Fortunately, the game lets you unlock the ability to play as any character in any scenario — after fighting them in Scenario mode — and it avoids ludicrous gimmick fights during the levels. Further, players who choose to persist with this mode can pick up a pretty wide variety of items to change character costumes. This isn't as involved as Soul Calibur IV's depth of customization, though. It adds up to three to five items, each in 15 color variants, for each character, all keeping rather tightly to that character's theme.

I've gone on for 600 words and haven't even gotten to the actual Fighter mode, which is normally the core of these games. The gameplay is slower than any Tekken I've played before, which appears to be an error of some sort. Amidst the cast of 40 characters, the few new characters go completely unrealized until the Scenario mode. The Arcade mode, the default fighting game mode, isn't even in the main menu; it's hidden behind the Offline Modes option.

Once you take off the nostalgic glasses, the fighting doesn't hold up as well as it used to. Its sheer slowness even makes it frustrating to build short combos, in spite of characters being quite nicely varied in their play styles and subtleties. In a genre that is only getting faster and easier to get into, Tekken 6 comes across as a monolith of a generation ago, when it had Guilty Gear and indie fighters as its only competition. Namco Bandai has already shown that it's not resting on its laurels since it fixed a few issues to make Soul Calibur IV a fun, accessible fighting title. Why, then, does Tekken 6 remain so ploddingly slow and unintuitive?

It also doesn't help matters that the Tekken 6 online experience is among the worst that I've encountered. Keep in mind that I live in the boonies so I rarely get solid online experiences from consoles, but I came upon more hiccups, disconnections and general unplayability than usual. I'm not alone, either, as these issues have shown up nationwide, and Namco Bandai has released a patch to address some of the data transmission issues. If you want to seriously compete in this game, you may have to resign yourself to practicing locally or using ghost data.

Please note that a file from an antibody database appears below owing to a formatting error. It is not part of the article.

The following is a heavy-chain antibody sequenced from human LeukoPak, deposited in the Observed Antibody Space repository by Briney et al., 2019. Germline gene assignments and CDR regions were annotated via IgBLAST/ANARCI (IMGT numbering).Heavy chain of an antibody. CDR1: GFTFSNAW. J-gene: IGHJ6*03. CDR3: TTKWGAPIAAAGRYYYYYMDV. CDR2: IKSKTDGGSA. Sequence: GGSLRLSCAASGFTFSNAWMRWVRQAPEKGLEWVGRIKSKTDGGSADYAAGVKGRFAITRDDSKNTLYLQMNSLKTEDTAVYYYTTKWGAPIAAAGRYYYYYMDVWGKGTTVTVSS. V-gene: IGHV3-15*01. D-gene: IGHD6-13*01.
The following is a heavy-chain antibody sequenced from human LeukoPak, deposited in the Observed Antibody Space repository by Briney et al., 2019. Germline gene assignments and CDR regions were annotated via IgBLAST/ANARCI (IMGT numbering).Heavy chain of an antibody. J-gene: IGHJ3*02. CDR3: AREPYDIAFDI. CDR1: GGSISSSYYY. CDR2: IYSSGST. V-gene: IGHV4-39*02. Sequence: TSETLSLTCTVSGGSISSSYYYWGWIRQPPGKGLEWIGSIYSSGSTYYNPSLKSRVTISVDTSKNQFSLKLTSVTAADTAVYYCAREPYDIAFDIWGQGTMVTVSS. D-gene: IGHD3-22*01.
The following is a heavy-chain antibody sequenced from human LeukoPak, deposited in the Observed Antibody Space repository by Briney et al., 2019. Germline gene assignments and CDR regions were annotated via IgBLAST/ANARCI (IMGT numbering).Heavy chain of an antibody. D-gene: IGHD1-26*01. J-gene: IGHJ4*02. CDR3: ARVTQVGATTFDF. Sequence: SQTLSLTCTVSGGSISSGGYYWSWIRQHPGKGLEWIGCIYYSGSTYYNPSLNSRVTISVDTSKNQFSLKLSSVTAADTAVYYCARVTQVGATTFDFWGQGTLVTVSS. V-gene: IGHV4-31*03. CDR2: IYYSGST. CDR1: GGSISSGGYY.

Tekken 6 has a few saving graces, such as the aforementioned ghost data, which you'll also encounter in the Arcade mode — assuming you manage to locate the Arcade mode in the first place. Your play style is constantly being analyzed by the game, and while a ghost based on you won't be perfectly like you, it makes a pretty good representation. You can then send the ghost data to other players and, in turn, receive it from others. You can dissect combos here, but unfortunately, it's also where depth issues became clear, as most of the ghost data I fought played similarly, even though they supposedly represented stronger players as I fought further in.

More significant is Tekken 6's jump to high definition. Animations are now silky-smooth, and characters, while not precisely realistic, are quite beautifully detailed. Sounds are nicely punchy, the music manages to keep a solid tone (even if it's not particularly memorable), and the voices are pretty spot-on. The game's stat-keeping is also a standard-setter that more games across the entire fighting game genre need to match.

It's unfortunate that these few saving graces can't help the game beyond the plodding and unintuitive fighting, the even more unintuitive Brawler mode that represents a majority of the core gameplay, and a truly painful online experience. This is all wrapped up in a package that also suffers from maddening load times, even if you install the game to your hard drive. Gamers who love 3-D fighters are better served by the much more accessible Soul Calibur IV, while the hardcore may as well jump to BlazBlue or wait for Super Street Fighter IV, both of which have proven to be superior technical fighters. In spite of a beautiful HD update, Tekken 6 on the PS3 just doesn't hold up as well.

Score: 6.0/10